I finally get to start the experiment in waterproofing paper mache clay that I’ve wanted to do for ages. I think I’ve finally found a way to do it that fits with the way I like to sculpt (and with my basic laziness, but that’s a whole ‘nother issue..).
I feel like I can afford to take some time for this project now because my latest book is finished, and (drum roll please) it’s available now on Amazon.com.
I want to thank everyone who offered suggestions for the title. Even though I wasn’t able to use all of your ideas, I wrote out the entire list of suggestions and read them over and over again. The original title was Patterns for 25 Tiny Paper Mache Dogs: Make Them All with Just Wire, Foil, Paper and Paste. With your help, the title changed to How to Make Tiny Paper Mache Dogs: With Patterns for 27 Different Breeds. I think it’s an improvement – shorter, more descriptive, easier to read when shown on a tiny image. There’s still that word “tiny” in there, but I think it works. I hope so, anyway.
So, back to the waterproofing experiment. As I mentioned in the video, I’ve been looking into a lot of different products made for waterproofing concrete, as Rich suggested a very long time ago. I thought that if I could find a product that would go on easily and sink into the paper mache clay instead of just sitting on top, I wouldn’t need to add an outer coat of Quickwall, like Julie did on her mountain lion. I wanted to avoid doing that just because I don’t like direct-sculpting with concrete. That’s just me.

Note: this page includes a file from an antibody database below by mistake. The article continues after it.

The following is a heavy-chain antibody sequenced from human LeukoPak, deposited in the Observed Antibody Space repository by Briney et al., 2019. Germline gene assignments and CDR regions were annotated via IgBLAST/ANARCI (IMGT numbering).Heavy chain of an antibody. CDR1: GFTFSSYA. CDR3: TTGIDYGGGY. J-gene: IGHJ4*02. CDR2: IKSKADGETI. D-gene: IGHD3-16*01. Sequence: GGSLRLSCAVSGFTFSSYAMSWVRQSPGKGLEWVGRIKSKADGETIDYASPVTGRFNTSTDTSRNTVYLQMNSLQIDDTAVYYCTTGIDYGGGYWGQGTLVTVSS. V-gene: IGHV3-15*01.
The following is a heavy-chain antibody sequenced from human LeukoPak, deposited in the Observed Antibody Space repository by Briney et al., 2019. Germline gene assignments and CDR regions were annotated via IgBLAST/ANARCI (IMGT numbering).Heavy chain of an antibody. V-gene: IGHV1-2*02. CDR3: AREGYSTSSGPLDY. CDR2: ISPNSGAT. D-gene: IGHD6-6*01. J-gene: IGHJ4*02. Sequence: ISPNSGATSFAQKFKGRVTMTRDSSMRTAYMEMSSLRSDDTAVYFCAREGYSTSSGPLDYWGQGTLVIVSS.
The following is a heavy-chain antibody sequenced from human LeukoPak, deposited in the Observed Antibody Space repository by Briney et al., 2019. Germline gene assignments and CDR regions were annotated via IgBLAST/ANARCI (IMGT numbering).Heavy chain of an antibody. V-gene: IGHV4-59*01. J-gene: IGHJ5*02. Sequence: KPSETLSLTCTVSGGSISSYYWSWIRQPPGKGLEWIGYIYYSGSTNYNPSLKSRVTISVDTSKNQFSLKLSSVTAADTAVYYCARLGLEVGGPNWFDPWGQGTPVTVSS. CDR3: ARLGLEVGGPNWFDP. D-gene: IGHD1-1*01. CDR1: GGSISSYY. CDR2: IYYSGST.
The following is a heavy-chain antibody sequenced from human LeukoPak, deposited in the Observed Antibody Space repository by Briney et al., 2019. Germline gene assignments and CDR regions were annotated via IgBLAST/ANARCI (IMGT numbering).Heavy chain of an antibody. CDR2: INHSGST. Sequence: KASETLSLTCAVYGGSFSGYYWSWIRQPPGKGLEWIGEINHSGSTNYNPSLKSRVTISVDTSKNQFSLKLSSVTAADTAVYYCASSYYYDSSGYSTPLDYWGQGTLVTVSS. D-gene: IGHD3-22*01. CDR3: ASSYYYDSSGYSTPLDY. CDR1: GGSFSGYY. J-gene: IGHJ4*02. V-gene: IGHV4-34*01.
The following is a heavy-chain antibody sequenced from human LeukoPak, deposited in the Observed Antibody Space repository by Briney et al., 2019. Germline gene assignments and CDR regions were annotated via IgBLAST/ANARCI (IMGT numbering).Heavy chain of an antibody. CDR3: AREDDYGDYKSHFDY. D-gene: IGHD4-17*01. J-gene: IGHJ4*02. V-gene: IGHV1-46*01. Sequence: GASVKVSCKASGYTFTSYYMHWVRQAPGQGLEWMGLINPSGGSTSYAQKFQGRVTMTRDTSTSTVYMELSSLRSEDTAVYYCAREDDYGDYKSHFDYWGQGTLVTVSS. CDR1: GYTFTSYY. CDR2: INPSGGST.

Jackie’s idea of adding the painted-on layer of thin-set mortar to her goddess sculpture came closer to what I was hoping for, and I really like the colors she achieved with the addition of a small amount of paint over the mortar. It makes her Goddess fit in with the natural setting in a way that I like. But I’m getting lazy in my old age, and brushing on the mortar is one more step.
So, when I saw that the Trojan Masonry and Concrete Sealer can be sprayed on with a cheap backpack sprayer, like the one I have sitting out in the garage, I thought “that looks easy.”
But will it work? I sure hope so – because I have visions of the scarecrow, the tin man, maybe the rabbit and the caterpillar from Alice and Wonderland, and who knows who else taking up residence in my back yard. And maybe even my front yard, if I get brave. Wish me luck.
I’ll put up another video in a few days so you can see how the armature looks when it’s done. It will look better than it does now, I promise!
Edit: The next post is now finished, and you can see it here.
Update: The project was finished, but after the first rain, the brim on the scarecrow’s hat was flexible, so it absorbed water. It wasn’t sticky, like it was before the clay dried, but it wasn’t solid, either. At this point, I recommend that you read up on the two experiments shown on this site that did actually work: Julie’s mountain lion, made with Quickwall cement over paper mache clay, and Jackie’s Goddess, made with thin set tile mortar over paper mache clay.